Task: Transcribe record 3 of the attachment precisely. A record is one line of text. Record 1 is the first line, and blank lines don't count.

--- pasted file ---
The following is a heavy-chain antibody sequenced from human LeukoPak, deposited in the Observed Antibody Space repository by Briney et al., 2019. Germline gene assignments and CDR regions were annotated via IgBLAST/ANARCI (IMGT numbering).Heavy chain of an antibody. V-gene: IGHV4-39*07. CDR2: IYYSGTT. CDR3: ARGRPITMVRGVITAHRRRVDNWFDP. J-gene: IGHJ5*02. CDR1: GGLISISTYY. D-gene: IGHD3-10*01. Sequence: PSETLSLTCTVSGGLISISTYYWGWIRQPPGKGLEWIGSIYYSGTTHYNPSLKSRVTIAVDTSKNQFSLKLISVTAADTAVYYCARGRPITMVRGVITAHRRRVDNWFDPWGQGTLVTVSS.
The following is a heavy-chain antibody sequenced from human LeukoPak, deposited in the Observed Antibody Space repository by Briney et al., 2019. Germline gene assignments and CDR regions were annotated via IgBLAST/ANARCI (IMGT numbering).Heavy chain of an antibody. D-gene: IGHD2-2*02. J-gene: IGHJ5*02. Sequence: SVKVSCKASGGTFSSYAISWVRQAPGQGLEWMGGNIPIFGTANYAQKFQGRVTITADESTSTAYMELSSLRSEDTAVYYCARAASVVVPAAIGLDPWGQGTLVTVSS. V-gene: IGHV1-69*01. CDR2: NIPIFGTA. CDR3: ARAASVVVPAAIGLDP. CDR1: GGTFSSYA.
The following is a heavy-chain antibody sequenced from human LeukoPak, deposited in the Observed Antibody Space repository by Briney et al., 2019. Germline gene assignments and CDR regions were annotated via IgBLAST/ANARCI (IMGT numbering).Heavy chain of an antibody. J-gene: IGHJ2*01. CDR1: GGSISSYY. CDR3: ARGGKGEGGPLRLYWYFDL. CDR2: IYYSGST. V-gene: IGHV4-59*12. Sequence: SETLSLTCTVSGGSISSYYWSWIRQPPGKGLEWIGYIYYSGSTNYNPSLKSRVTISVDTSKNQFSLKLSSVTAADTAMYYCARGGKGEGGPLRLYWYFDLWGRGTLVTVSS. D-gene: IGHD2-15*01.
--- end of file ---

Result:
The following is a heavy-chain antibody sequenced from human LeukoPak, deposited in the Observed Antibody Space repository by Briney et al., 2019. Germline gene assignments and CDR regions were annotated via IgBLAST/ANARCI (IMGT numbering).Heavy chain of an antibody. J-gene: IGHJ2*01. CDR1: GGSISSYY. CDR3: ARGGKGEGGPLRLYWYFDL. CDR2: IYYSGST. V-gene: IGHV4-59*12. Sequence: SETLSLTCTVSGGSISSYYWSWIRQPPGKGLEWIGYIYYSGSTNYNPSLKSRVTISVDTSKNQFSLKLSSVTAADTAMYYCARGGKGEGGPLRLYWYFDLWGRGTLVTVSS. D-gene: IGHD2-15*01.